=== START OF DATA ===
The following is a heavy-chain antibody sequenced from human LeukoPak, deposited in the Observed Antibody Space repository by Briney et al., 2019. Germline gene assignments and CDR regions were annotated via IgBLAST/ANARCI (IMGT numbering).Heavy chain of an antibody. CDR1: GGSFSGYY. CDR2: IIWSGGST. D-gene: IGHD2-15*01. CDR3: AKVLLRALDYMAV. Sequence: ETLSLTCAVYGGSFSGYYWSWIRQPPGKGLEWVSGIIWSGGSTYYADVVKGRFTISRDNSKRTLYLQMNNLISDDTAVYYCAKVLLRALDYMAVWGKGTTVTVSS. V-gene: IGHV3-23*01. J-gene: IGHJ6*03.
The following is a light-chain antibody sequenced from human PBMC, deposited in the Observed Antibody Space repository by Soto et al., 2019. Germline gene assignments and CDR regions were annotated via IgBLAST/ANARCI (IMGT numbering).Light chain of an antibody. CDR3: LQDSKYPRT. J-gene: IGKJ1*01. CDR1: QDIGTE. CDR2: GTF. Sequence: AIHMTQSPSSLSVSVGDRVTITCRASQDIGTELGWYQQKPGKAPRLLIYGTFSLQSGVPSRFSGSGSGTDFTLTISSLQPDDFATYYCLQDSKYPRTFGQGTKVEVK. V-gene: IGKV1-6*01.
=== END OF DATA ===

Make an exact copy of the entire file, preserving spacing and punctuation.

The following is a heavy-chain antibody sequenced from human LeukoPak, deposited in the Observed Antibody Space repository by Briney et al., 2019. Germline gene assignments and CDR regions were annotated via IgBLAST/ANARCI (IMGT numbering).Heavy chain of an antibody. CDR1: GGSFSGYY. CDR2: IIWSGGST. D-gene: IGHD2-15*01. CDR3: AKVLLRALDYMAV. Sequence: ETLSLTCAVYGGSFSGYYWSWIRQPPGKGLEWVSGIIWSGGSTYYADVVKGRFTISRDNSKRTLYLQMNNLISDDTAVYYCAKVLLRALDYMAVWGKGTTVTVSS. V-gene: IGHV3-23*01. J-gene: IGHJ6*03.
The following is a light-chain antibody sequenced from human PBMC, deposited in the Observed Antibody Space repository by Soto et al., 2019. Germline gene assignments and CDR regions were annotated via IgBLAST/ANARCI (IMGT numbering).Light chain of an antibody. CDR3: LQDSKYPRT. J-gene: IGKJ1*01. CDR1: QDIGTE. CDR2: GTF. Sequence: AIHMTQSPSSLSVSVGDRVTITCRASQDIGTELGWYQQKPGKAPRLLIYGTFSLQSGVPSRFSGSGSGTDFTLTISSLQPDDFATYYCLQDSKYPRTFGQGTKVEVK. V-gene: IGKV1-6*01.